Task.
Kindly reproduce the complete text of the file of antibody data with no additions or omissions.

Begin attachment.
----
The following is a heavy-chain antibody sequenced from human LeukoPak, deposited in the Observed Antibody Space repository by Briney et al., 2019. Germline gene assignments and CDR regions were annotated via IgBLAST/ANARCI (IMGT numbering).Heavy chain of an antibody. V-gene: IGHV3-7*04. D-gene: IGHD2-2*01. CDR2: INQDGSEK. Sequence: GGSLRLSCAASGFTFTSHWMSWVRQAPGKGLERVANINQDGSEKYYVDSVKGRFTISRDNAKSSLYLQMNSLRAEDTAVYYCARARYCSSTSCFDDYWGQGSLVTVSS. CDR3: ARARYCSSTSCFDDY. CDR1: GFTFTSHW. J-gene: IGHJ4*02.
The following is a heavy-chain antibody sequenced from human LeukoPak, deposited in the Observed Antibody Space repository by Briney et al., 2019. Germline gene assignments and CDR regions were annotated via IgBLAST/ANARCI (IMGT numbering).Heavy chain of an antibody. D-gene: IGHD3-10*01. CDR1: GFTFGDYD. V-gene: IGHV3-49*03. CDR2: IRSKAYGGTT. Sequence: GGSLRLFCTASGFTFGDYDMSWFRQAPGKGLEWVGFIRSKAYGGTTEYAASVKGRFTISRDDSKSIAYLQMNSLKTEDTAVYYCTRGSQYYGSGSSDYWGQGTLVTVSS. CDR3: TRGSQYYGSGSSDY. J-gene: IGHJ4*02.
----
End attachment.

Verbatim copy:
The following is a heavy-chain antibody sequenced from human LeukoPak, deposited in the Observed Antibody Space repository by Briney et al., 2019. Germline gene assignments and CDR regions were annotated via IgBLAST/ANARCI (IMGT numbering).Heavy chain of an antibody. V-gene: IGHV3-7*04. D-gene: IGHD2-2*01. CDR2: INQDGSEK. Sequence: GGSLRLSCAASGFTFTSHWMSWVRQAPGKGLERVANINQDGSEKYYVDSVKGRFTISRDNAKSSLYLQMNSLRAEDTAVYYCARARYCSSTSCFDDYWGQGSLVTVSS. CDR3: ARARYCSSTSCFDDY. CDR1: GFTFTSHW. J-gene: IGHJ4*02.
The following is a heavy-chain antibody sequenced from human LeukoPak, deposited in the Observed Antibody Space repository by Briney et al., 2019. Germline gene assignments and CDR regions were annotated via IgBLAST/ANARCI (IMGT numbering).Heavy chain of an antibody. D-gene: IGHD3-10*01. CDR1: GFTFGDYD. V-gene: IGHV3-49*03. CDR2: IRSKAYGGTT. Sequence: GGSLRLFCTASGFTFGDYDMSWFRQAPGKGLEWVGFIRSKAYGGTTEYAASVKGRFTISRDDSKSIAYLQMNSLKTEDTAVYYCTRGSQYYGSGSSDYWGQGTLVTVSS. CDR3: TRGSQYYGSGSSDY. J-gene: IGHJ4*02.